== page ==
Hurricanes

FEMA flooded with requests for help after Matthew

Posted October 26

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— The Federal Emergency Management Agency is stepping up its efforts to reach out to victims of Hurricane Matthew.

More than 8,000 people have already contacted the Disaster Recovery Center in Fayetteville since it opened on Saturday for help with temporary housing, repairs to property damaged by flooding and replacement of personal property, including food.

People in 18 counties hit by the hurricane qualify for emergency food stamps. In addition to replacing food for people who already are receiving food assistance benefits, the government offered one-time replacement food benefits to non-clients who lost food when the storm knocked out their power for days.

Althea Wilkerson found out Wednesday was her last chance to apply for food assistance from the Cumberland County Department of Social Services, which was administering the food benefits for people in the Fayetteville area.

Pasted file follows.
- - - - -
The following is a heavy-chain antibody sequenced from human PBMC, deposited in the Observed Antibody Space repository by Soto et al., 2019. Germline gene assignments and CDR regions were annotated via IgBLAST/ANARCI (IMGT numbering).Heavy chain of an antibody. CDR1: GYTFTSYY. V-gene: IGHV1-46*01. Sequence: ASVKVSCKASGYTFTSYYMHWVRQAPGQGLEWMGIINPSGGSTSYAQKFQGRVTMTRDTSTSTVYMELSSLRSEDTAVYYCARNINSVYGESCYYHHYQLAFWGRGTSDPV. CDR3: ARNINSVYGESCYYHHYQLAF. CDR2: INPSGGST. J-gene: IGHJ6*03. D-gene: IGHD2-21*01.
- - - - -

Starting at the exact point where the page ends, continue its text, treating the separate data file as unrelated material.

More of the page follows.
"I would calculate about 75 bucks in meats and dairy products and things of that nature (was lost)," Wilkerson said. "We were actually putting what we could in coolers with ice, and that became a problem too because nobody was selling ice."

Some people on fixed incomes said they had to choose between buying food or medicine after the storm.

Mae Jones lost everything when her home flooded, and FEMA could help people like her who don't have insurance find a place to stay while her home is repaired.

"The house is not condemned. They say it could be repaired," Jones said.

Depending on income and other factors, that help could come in the form of a federal grant that doesn't have to be repaid. Those who don't qualify for FEMA grants could qualify for low-interest loans from the Small Business Administration.

"We provide low-interest loans to homeowners to repair and replace their home, and we also provide loans for personal property," the SBA's Tamara Jackson said. "We can replace your automobile, furnishings, clothing, etc. We want to get you back to where you were prior to the disaster."

There are a number of state and federal agencies at the Disaster Recovery Center with the same goal of helping storm victims and local businesses get back on their feet.

"It's a situation where we try to keep members of the community here in the community as well as businesses, because one without the other does not work," FEMA spokeswoman Rita Egan said.

The center is open seven days a week, and FEMA plans to open remote locations to get closer to those in need.

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